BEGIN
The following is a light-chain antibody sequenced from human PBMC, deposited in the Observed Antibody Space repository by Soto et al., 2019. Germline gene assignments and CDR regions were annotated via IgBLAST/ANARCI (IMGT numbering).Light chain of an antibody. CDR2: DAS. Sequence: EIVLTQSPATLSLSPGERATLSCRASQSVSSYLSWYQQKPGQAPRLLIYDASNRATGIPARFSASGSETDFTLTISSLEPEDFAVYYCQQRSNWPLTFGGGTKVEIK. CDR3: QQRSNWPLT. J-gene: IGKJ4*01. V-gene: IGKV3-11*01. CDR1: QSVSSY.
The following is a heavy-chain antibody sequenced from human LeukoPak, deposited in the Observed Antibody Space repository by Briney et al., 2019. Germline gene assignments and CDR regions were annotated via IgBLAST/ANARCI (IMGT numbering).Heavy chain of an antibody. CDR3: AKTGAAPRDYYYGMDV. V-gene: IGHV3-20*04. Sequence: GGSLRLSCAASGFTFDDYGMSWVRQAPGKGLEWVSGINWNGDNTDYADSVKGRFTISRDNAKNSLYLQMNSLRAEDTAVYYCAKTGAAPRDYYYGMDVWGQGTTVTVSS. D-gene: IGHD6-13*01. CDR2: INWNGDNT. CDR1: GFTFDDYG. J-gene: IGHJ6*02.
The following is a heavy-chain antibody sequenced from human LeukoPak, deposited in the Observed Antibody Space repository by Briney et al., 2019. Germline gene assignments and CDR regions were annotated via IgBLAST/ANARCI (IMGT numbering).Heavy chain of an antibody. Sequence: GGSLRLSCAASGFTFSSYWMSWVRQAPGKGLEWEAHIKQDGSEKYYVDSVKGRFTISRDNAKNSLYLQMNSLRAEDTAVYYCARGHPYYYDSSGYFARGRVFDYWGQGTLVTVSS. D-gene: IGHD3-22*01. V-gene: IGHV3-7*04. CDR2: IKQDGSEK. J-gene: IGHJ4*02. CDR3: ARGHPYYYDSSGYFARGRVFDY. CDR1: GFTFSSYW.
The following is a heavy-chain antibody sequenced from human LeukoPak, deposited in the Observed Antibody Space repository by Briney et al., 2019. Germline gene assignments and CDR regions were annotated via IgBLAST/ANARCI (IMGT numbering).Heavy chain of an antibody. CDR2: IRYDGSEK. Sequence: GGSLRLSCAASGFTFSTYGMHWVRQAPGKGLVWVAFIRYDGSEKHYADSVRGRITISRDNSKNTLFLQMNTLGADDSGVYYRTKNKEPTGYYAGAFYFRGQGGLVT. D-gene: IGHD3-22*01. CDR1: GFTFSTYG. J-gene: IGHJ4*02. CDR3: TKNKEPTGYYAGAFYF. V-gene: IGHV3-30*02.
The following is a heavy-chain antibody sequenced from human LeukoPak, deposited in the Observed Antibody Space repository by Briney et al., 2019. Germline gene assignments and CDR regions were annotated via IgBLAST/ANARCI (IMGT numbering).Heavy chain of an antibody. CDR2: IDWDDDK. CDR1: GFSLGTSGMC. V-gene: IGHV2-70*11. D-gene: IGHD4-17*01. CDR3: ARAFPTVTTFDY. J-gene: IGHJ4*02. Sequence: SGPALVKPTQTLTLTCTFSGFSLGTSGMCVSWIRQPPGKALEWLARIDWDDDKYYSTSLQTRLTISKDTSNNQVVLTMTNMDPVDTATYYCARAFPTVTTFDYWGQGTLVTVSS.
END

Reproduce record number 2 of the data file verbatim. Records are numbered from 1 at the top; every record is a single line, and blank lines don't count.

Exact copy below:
The following is a heavy-chain antibody sequenced from human LeukoPak, deposited in the Observed Antibody Space repository by Briney et al., 2019. Germline gene assignments and CDR regions were annotated via IgBLAST/ANARCI (IMGT numbering).Heavy chain of an antibody. CDR3: AKTGAAPRDYYYGMDV. V-gene: IGHV3-20*04. Sequence: GGSLRLSCAASGFTFDDYGMSWVRQAPGKGLEWVSGINWNGDNTDYADSVKGRFTISRDNAKNSLYLQMNSLRAEDTAVYYCAKTGAAPRDYYYGMDVWGQGTTVTVSS. D-gene: IGHD6-13*01. CDR2: INWNGDNT. CDR1: GFTFDDYG. J-gene: IGHJ6*02.